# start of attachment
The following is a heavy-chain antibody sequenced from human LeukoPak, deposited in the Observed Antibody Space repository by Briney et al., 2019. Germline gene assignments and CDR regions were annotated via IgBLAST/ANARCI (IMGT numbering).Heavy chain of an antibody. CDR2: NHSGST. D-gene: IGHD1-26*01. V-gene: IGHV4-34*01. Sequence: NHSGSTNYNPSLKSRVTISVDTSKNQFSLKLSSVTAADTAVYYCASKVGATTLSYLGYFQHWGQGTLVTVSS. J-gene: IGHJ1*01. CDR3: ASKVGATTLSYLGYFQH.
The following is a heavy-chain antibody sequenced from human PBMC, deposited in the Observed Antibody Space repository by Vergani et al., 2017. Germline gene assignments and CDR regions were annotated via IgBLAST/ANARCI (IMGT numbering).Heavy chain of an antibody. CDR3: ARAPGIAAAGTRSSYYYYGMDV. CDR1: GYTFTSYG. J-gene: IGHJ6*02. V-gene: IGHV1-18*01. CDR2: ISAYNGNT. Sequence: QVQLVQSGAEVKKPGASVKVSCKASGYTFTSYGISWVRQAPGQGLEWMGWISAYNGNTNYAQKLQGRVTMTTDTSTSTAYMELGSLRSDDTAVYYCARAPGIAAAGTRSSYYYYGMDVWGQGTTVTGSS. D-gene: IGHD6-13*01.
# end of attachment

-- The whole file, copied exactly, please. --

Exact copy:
The following is a heavy-chain antibody sequenced from human LeukoPak, deposited in the Observed Antibody Space repository by Briney et al., 2019. Germline gene assignments and CDR regions were annotated via IgBLAST/ANARCI (IMGT numbering).Heavy chain of an antibody. CDR2: NHSGST. D-gene: IGHD1-26*01. V-gene: IGHV4-34*01. Sequence: NHSGSTNYNPSLKSRVTISVDTSKNQFSLKLSSVTAADTAVYYCASKVGATTLSYLGYFQHWGQGTLVTVSS. J-gene: IGHJ1*01. CDR3: ASKVGATTLSYLGYFQH.
The following is a heavy-chain antibody sequenced from human PBMC, deposited in the Observed Antibody Space repository by Vergani et al., 2017. Germline gene assignments and CDR regions were annotated via IgBLAST/ANARCI (IMGT numbering).Heavy chain of an antibody. CDR3: ARAPGIAAAGTRSSYYYYGMDV. CDR1: GYTFTSYG. J-gene: IGHJ6*02. V-gene: IGHV1-18*01. CDR2: ISAYNGNT. Sequence: QVQLVQSGAEVKKPGASVKVSCKASGYTFTSYGISWVRQAPGQGLEWMGWISAYNGNTNYAQKLQGRVTMTTDTSTSTAYMELGSLRSDDTAVYYCARAPGIAAAGTRSSYYYYGMDVWGQGTTVTGSS. D-gene: IGHD6-13*01.